Contract Provisions Relating to Delay Claims and the Role of the “No-Damage for Delay” in Florida Construction Projects

by Michael K. Wilson

July, 2008

Parties to construction contracts have historically used “no damage for delay” (“NDFD”) clauses to bar recovery of additional compensation, in the event that delays on a construction project result in damages or extra costs. Generally speaking, the longer a construction project takes, the higher the costs to all involved, since profitability of a project is tied to the timeliness of the construction process, for both owners and contractors. This note provides insight to those working in Florida’s construction industry, by explaining how (and why) to include delay-related clauses which support an enforceable NDFD clause, and enable it to withstand judicial scrutiny, in their contracts. A well-drafted construction contract can also alleviate the need for an NDFD clause altogether, and may minimize the increased risk- premium that a contractor would include in its bid in response to the clause, as well as obviate litigation that finds its root in delay-related clauses.

Provisions and clauses like those discussed below should allow parties on a project to quantify, qualify and allocate the costs arising from delayed completion of the project, and may make an NDFD clause all but unnecessary. Use of the provisions discussed herein should also make identifying, negotiating and litigating delay-damage claims easier, on all parties involved.

A standard NDFD clause might read: “Contractor expressly agrees that if it is hindered or delayed from performing its work, its sole and exclusive remedy shall be a reasonable extension of time, as calculated by Owner, provided Contractor makes written request for such time. Contractor will not be entitled to claim monetary damages from the Owner for such a delay, under any circumstances.”

Similar NDFD clauses are considered advisable by their proponents because of the amount of money at issue when a project is delayed. Owners can count lost profits and rentals, debt service, and the cost of alternative space among the myriad types of their delay damages, while contractors also have many of their costs, which are related directly to time increase during a delay, including labor, material and general conditions costs, opportunity cost from performing other jobs, and overhead.

Most people within the construction industry would agree that delay-damage potential is “inherent in any construction contract,” so every party working on a project should understand how delays are addressed under the controlling agreements. That understanding works to everyone’s mutual benefit, including subcontractors, who may have recourse against a general contractor for delay damages. However, under the current legal landscape in Florida, an NDFD clause may not be an effective way to mitigate risk, and a poorly drafted NDFD clause may ultimately result in more costly litigation than if they were, instead, to use less draconian risk-shifting provisions which were the product of good-faith negotiations.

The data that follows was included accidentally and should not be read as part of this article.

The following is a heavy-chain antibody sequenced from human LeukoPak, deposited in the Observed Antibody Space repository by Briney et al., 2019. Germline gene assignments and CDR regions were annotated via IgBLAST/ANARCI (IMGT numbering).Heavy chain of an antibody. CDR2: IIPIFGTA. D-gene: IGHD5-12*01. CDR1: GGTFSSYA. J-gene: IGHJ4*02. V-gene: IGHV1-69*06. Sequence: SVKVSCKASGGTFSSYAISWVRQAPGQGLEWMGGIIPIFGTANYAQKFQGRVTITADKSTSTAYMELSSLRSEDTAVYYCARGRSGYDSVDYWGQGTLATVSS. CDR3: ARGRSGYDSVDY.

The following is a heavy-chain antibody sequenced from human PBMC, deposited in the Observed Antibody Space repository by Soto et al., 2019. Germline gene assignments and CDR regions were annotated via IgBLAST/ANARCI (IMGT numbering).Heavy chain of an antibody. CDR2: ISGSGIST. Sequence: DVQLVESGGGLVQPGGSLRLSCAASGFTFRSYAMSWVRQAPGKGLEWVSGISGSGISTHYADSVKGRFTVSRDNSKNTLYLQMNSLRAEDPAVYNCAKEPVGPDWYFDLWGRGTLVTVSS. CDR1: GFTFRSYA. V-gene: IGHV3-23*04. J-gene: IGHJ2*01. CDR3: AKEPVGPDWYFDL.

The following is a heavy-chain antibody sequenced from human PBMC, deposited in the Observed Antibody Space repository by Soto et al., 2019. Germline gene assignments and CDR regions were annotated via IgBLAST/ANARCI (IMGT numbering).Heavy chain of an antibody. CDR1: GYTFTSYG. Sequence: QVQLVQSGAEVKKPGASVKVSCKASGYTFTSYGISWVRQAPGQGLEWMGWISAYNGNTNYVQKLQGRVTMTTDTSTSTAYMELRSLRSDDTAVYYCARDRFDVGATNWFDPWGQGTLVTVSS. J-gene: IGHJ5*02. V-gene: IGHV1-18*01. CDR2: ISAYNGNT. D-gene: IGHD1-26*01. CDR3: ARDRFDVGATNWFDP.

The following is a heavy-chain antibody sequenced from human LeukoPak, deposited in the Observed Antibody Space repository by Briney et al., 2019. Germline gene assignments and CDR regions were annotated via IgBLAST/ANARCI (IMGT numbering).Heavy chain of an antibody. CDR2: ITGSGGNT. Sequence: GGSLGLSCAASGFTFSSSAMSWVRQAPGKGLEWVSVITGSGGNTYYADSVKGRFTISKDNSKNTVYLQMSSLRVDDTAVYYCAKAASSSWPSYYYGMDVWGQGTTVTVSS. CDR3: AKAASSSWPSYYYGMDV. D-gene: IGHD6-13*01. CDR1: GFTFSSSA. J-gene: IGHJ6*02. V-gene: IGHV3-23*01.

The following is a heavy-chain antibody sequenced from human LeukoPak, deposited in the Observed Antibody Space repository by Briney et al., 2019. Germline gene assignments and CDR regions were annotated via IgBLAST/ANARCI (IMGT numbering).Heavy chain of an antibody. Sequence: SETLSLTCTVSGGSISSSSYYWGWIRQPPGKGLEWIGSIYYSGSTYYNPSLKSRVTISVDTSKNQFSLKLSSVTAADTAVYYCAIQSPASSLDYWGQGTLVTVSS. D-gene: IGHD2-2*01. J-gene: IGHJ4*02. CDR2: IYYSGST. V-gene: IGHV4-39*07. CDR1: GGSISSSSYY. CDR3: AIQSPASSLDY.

As with all exculpatory contract clauses, an NDFD clause will be enforced only when it is unambiguous, and will only be applied to the damages covered by the terms of the clause. Such exculpatory provisions are strictly construed by courts, and will be construed against the drafter of the contract, in the event of any ambiguities. For example, if the clause fails to exclude certain types of damages, such as “impacts”, “disruptions”, or costs incurred as a result of “acceleration” of the work rather than delay of the work, a court may not exclude such damages which are not expressly mentioned in the clause. Federal and state courts across the country are continually expanding the exceptions to NDFD clauses, so parties who desire to use that provision must ensure, before the enforceability of their NDFD clause is challenged, that it mirrors those judicially-created exceptions. Some may argue that a detailed NDFD clause would predispose a contractor to factor an additional risk-premium into its bid, to account for the risks it would be assuming, but any such premium should be less than a responsible bidder would include in response to a standard NDFD clause.